Today we will sail into the Salish Sea; the intricate network of deep salt water passages through the islands between Canada and Washington State’s Puget Sound north of Seattle. We’ll travel aboard the wooden sailing ship, Spike Africa, named for the legendary sailing ship captain of the same name. She’s a classic 62-foot schooner, double-masted, sleek, bright and beautiful. We’ll be sailing near San Juan Island, the largest island in the archipelago spread between Canada and Washington State with the snow-capped Cascade Mountains forming the background to the forested islands.
This trip is an evening “sunset” cruise and it’s autumn. Winter storms will start blowing in soon so this is the last trip of the year for the Spike Africa. There were sixteen passengers in addition to the crew of four. Captain Tom maneuvered the schooner out of its slip at the city docks in Friday Harbor under power, but as soon as we cleared the piers, he turned off the motor and up went the sails; mainsail, foresail and double jibs in the front. As the sails filled with wind, the Spike Africa moved ahead, smoothly and quietly.
Soon everyone was chatting and lounging on deck. It was a perfect fall day; the sea calm, the volcanic cone of Mt Baker shining brightly with fresh snow on the horizon, and the afternoon sun reflecting across the water.
I helped the crew for the final hoist of the foresail by “sweating” the ropes (leaning back while holding the rope to use body weight to tighten the slack) while the first mate tied it off to a cleat. Then as we sailed up San Juan Channel between Shaw and San Juan Islands Captain Tom asked if anyone wanted to man the helm (steer the ship) – I immediately stepped forward of course. I took the wheel and following the captain’s instructions set a heading across the channel while watching the small banner on top of the main mast which indicates the wind direction in order to keep the wind in the sails. The Spike Africa handled remarkably smoothly and I soon became accustomed to adjusting the course of the ship to the combination of water currents below and the wind above.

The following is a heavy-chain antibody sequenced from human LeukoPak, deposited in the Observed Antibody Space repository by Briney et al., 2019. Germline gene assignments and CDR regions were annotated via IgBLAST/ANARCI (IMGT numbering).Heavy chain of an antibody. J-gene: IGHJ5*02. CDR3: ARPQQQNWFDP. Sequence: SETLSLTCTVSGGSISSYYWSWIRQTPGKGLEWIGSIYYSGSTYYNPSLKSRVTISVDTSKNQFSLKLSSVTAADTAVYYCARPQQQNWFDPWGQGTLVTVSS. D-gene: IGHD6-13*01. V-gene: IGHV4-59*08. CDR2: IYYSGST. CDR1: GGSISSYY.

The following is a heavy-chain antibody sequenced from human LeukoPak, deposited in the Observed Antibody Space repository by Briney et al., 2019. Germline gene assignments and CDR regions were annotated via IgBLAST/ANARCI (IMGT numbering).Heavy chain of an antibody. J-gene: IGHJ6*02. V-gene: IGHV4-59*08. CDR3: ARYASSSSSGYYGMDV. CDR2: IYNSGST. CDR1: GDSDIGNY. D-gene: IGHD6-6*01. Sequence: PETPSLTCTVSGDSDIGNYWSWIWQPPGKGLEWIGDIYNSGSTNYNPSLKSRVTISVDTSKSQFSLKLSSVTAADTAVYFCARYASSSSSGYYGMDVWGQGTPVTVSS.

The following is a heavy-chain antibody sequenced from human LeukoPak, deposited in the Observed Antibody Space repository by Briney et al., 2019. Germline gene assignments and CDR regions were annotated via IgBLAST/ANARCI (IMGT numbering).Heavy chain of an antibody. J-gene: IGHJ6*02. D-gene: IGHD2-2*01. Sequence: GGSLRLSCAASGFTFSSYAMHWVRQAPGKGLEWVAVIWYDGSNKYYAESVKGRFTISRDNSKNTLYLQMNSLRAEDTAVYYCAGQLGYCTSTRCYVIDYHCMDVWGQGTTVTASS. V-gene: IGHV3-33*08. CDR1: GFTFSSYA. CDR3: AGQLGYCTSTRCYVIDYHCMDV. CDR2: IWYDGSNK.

Captain Tom said to come about (turn the ship in the opposite direction) so I put the wheel hard over. The Spike Africa responded immediately, the wooden booms holding the bottom end of the sails swung over to the opposite side of the ship, and within minutes we were sailing off to the west. I turned the helm over to another passenger and went below to check out the cabin area. The schooner was as pretty below deck as above with its wooden galley way, ladders and cabinets.
I returned above and the sun began to set. As we slowly cruised along it set behind San Juan Island and we were struck by the tranquility of quietly sailing along through the islands, no motor noise or fumes, just the sound of sea birds in the distance and water gently lapping against the hull.
As we approached Friday Harbor the glaciers of Mt Baker glowed pink in the final light of day while far off to the west the Olympic Mountains darkened into a black, jagged silhouette. The lights of the harbor threw reflections across the small bay as Captain Tom ordered the sails down. He started the engine and skillfully maneuvered the schooner back into its slip along the dock.
It had been quite a day and well worth the $42 per person fee to sail for a few hours on a wooden “tall ship” through the Salish Sea. You can book a trip on the Spike Africa through SchoonersNorth.com. Their office is located in Friday Harbor, San Juan Island. And, if you do this trip, consider bringing a basket of wine and cheese along, a great way to cap off the trip.
Before this trip Sonia and I had been considering doing more sailing, maybe even getting certified as sailors through the American Sailing Association in order to be able to lease “bare boats” (renting sailing boats to self-crew). And, after this trip, I think we’ve caught the sailing bug for sure.